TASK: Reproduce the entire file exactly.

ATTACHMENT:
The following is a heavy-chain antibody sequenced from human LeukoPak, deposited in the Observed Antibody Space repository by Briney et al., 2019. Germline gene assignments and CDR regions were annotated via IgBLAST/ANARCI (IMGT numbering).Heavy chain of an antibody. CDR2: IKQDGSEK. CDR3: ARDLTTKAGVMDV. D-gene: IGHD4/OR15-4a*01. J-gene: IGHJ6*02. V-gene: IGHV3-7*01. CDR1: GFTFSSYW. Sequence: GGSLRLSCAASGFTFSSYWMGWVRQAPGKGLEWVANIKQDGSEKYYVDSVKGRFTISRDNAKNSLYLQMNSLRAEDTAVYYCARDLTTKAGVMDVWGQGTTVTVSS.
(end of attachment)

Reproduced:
The following is a heavy-chain antibody sequenced from human LeukoPak, deposited in the Observed Antibody Space repository by Briney et al., 2019. Germline gene assignments and CDR regions were annotated via IgBLAST/ANARCI (IMGT numbering).Heavy chain of an antibody. CDR2: IKQDGSEK. CDR3: ARDLTTKAGVMDV. D-gene: IGHD4/OR15-4a*01. J-gene: IGHJ6*02. V-gene: IGHV3-7*01. CDR1: GFTFSSYW. Sequence: GGSLRLSCAASGFTFSSYWMGWVRQAPGKGLEWVANIKQDGSEKYYVDSVKGRFTISRDNAKNSLYLQMNSLRAEDTAVYYCARDLTTKAGVMDVWGQGTTVTVSS.